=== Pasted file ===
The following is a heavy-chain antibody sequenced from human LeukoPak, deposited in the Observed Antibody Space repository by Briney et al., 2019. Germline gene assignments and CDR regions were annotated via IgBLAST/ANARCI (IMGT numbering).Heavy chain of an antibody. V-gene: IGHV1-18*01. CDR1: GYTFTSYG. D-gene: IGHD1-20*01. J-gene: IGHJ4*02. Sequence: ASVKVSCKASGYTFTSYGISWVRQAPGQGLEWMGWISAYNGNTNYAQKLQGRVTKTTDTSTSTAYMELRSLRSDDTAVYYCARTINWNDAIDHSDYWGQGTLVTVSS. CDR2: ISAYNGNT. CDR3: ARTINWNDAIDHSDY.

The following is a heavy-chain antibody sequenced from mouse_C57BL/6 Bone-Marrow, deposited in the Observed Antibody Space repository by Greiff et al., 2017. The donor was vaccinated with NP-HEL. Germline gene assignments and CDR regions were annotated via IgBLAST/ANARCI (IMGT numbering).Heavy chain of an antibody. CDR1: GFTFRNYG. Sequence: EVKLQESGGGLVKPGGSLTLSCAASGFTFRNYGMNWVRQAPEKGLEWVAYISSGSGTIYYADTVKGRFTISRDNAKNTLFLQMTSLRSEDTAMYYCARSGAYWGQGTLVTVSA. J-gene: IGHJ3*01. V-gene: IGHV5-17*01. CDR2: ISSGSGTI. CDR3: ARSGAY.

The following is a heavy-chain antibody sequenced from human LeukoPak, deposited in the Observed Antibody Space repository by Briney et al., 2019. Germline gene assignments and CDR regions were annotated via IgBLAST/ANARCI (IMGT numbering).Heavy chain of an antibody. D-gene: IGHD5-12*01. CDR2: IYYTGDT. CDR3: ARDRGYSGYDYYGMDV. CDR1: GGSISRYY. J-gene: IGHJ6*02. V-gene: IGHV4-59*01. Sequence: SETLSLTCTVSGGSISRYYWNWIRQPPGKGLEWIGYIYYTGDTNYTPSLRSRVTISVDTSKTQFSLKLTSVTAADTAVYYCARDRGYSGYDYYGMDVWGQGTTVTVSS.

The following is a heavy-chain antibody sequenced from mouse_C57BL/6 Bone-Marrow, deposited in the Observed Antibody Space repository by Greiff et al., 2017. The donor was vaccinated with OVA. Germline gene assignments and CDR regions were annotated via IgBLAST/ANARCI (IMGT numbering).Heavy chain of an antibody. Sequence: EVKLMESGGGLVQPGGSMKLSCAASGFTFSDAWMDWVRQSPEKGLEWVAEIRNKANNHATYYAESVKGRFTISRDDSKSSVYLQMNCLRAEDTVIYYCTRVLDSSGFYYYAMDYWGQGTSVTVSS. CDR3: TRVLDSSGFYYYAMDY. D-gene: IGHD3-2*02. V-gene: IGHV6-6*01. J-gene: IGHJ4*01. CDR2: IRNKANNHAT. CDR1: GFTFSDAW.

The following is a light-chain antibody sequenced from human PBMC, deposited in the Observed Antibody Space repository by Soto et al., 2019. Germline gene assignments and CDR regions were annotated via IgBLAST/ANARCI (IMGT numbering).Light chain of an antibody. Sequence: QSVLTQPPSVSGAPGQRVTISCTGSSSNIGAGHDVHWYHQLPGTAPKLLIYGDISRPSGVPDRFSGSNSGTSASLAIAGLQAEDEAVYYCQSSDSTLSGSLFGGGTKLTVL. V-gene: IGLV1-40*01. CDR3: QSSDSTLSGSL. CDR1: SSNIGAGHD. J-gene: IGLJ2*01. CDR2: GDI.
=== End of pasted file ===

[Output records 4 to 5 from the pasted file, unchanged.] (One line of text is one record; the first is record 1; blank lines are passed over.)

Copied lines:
The following is a heavy-chain antibody sequenced from mouse_C57BL/6 Bone-Marrow, deposited in the Observed Antibody Space repository by Greiff et al., 2017. The donor was vaccinated with OVA. Germline gene assignments and CDR regions were annotated via IgBLAST/ANARCI (IMGT numbering).Heavy chain of an antibody. Sequence: EVKLMESGGGLVQPGGSMKLSCAASGFTFSDAWMDWVRQSPEKGLEWVAEIRNKANNHATYYAESVKGRFTISRDDSKSSVYLQMNCLRAEDTVIYYCTRVLDSSGFYYYAMDYWGQGTSVTVSS. CDR3: TRVLDSSGFYYYAMDY. D-gene: IGHD3-2*02. V-gene: IGHV6-6*01. J-gene: IGHJ4*01. CDR2: IRNKANNHAT. CDR1: GFTFSDAW.

The following is a light-chain antibody sequenced from human PBMC, deposited in the Observed Antibody Space repository by Soto et al., 2019. Germline gene assignments and CDR regions were annotated via IgBLAST/ANARCI (IMGT numbering).Light chain of an antibody. Sequence: QSVLTQPPSVSGAPGQRVTISCTGSSSNIGAGHDVHWYHQLPGTAPKLLIYGDISRPSGVPDRFSGSNSGTSASLAIAGLQAEDEAVYYCQSSDSTLSGSLFGGGTKLTVL. V-gene: IGLV1-40*01. CDR3: QSSDSTLSGSL. CDR1: SSNIGAGHD. J-gene: IGLJ2*01. CDR2: GDI.